Effects of displacement from marine renewable developments on seabirds breeding at the Isle of May

The project has produced a model which estimates the consequences of displacement and barrier effects on the time/energy budget of breeding seabirds.

8. Appendix 1

List of simulation and cost model parameters detailing assumptions and references.

Parameter Group Parameter Name Parameter Value References Comments
Input layers Resolution of model 1km 2 - -
Prey density Raster of number of individuals per location - Distribution simulated to represent prey
Distance Distance from Isle of May to every other cell -  
Bathymetry Depth at every location British Geological Survey under licence: http://www.bgs.ac.uk/products/offshore.html  
Rules for selecting foraging location Prey density >1 prey individual Dive depth > 0 Distance < 50km Stephens & Krebs 1986; Daunt et al 2011a,b,c Thaxter et al 2009, 2010. Wanless et al 1990, 2000, 2005 foraging theory; empirical data from Isle of May
Model details Prey interference competition model a i = Q*P -m
a is the intake rate of an individual
Q = 0.4; m = 0.6:
P = number of guillemots at the location
Hasswell & Varley
1969; Ens & Goss-Custard 1984;
Dolman et al. 1995, Goss-Custard et al. 1995.
m increased to 0.9 in clustered prey scenario
Behaviour Flight direction Range of directions from empirical data Daunt et al 2011 a,b
Thaxter et al 2009,2010.
Flight vs foraging direction Equivalent values Daunt et al. 2011 a,b  
Flock size Empirical data from 1 birds to 50 birds Daunt et al 2011 c Data sampled when direction data is chosen Assume that prey are disturbed due to high density of birds close to the colony
Prey density decay decay rate = 0.001 Lewis et al 2001  
Wind farm presence Displacement rate 100% - Only for birds that choose to forage where the wind farm is located
Displacement distance (within 5km) Birds remain within 5km - Assume that birds would aim to locate a suitable foraging location close to the wind farm to minimise added costs
Cost Model Cost model details - Daunt & Wanless 2008, Wanless 1997  
Number of trips per day (chick rearing) 2.02 Enstripp et al 2006  
Distance travelled From simulation results   Based on guillemots flying out and returning on the same bearing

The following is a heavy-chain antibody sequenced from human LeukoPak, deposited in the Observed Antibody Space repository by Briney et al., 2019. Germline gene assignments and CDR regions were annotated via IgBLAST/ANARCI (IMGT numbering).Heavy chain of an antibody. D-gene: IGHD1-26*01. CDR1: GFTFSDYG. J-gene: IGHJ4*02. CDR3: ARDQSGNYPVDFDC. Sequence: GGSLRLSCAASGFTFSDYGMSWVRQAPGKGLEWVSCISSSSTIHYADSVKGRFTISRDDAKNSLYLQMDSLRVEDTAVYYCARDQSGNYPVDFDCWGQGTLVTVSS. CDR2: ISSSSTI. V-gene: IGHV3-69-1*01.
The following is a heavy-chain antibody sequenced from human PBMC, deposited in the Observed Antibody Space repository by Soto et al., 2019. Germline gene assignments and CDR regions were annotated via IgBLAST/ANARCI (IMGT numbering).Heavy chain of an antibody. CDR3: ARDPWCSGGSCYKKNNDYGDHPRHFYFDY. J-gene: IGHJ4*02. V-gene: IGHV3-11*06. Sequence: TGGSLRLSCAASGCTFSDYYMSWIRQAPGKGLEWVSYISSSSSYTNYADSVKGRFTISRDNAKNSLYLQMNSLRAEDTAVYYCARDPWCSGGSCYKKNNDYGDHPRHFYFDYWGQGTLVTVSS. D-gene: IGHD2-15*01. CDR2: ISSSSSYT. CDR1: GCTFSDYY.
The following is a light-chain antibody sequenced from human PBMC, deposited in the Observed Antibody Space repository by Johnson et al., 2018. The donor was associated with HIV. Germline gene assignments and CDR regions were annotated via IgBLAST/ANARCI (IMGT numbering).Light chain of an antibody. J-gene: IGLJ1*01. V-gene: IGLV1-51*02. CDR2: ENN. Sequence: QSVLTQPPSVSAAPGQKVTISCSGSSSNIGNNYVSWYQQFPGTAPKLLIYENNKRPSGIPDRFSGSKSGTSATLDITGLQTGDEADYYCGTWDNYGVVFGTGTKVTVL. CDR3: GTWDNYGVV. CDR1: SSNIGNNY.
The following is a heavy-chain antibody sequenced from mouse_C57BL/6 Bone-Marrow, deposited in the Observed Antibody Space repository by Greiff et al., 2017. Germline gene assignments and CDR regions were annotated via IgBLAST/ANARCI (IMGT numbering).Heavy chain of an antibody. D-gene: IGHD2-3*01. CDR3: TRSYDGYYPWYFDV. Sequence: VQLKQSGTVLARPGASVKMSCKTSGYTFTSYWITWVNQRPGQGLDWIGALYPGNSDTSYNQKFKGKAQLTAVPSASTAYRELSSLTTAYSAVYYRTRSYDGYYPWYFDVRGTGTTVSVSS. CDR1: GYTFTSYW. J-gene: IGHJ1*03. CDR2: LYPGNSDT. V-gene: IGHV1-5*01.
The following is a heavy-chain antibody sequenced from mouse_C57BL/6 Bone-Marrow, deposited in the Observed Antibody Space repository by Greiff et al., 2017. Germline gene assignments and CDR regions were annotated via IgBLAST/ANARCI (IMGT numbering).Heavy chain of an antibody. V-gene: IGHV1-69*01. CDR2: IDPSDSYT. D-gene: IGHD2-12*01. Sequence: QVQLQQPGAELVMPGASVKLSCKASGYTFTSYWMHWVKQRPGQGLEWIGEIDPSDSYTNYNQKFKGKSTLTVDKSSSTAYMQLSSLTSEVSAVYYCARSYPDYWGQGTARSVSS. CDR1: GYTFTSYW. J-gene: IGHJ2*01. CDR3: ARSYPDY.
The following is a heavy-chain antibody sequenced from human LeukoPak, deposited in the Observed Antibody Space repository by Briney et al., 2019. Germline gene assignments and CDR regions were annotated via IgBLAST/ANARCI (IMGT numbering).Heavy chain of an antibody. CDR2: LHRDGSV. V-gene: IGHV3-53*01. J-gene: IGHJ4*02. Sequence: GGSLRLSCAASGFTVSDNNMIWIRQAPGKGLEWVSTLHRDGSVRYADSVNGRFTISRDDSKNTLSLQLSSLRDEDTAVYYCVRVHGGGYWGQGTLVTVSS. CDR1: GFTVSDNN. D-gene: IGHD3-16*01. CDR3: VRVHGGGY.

Flight Cost Flight speed 19.1 ms -1 Pennycuick 1997  
Division of labour between mates - Daunt & Wanless 2008  
Foraging Cost Assimilation efficiency 0.78 Hilton et al 2000b  
Cost of flight 7361.72 kJ day -1 Pennycuick 87,89  
Cost of resting on sea surface 810.28 kJ day -1 Croll & McLaren 1993  
Cost of staying at the colony 1168.91 kJ day -1 Hilton et al 2000a  
Cost of warming food 51.92 kJ Gremillet et al 2003  
Energy requirements of chick 221.71 kJ day -1 Harris & Wanless 1985  
Prey density 6.1kJ g -1 Harris et al 2008  
Time spent resting at sea and at colony Empirical data Wanless et al 2005  
Time spent foraging, dependent on prey availability Max prey intake rate of 5g min -1
Intake rate does not increase until more than 200 individuals per km 2
Enstipp et al 2007 Expert knowledge; assumption that intake rate and therefore foraging is dependent on the availability of prey
Diving efficiency
( DE)
DE = 0.36-(0.0021*dive depth (m))
Daunt & Wanless 2008  
Diving depth distribution 50% benthic;
50% water column from normal dist (mean 11.71, sd 8.07m)
Daunt et al 2006;
Daunt & Wanless 2008
Negative energy budget > 12 hours foraging - Assumption that this is one foraging trip, if more than 12 hours then returns to the colony to relieve mate
Wind Farm Costs Birds need to fly around the wind farm (barrier ) both on outward and return journey sampled from a normal distribution Cost sampled from a normal distribution (mean =20km, sd= 5km) - Value based on size of wind farm (Approx. 40km perimeter, 14km length, 9km wide)


Back to top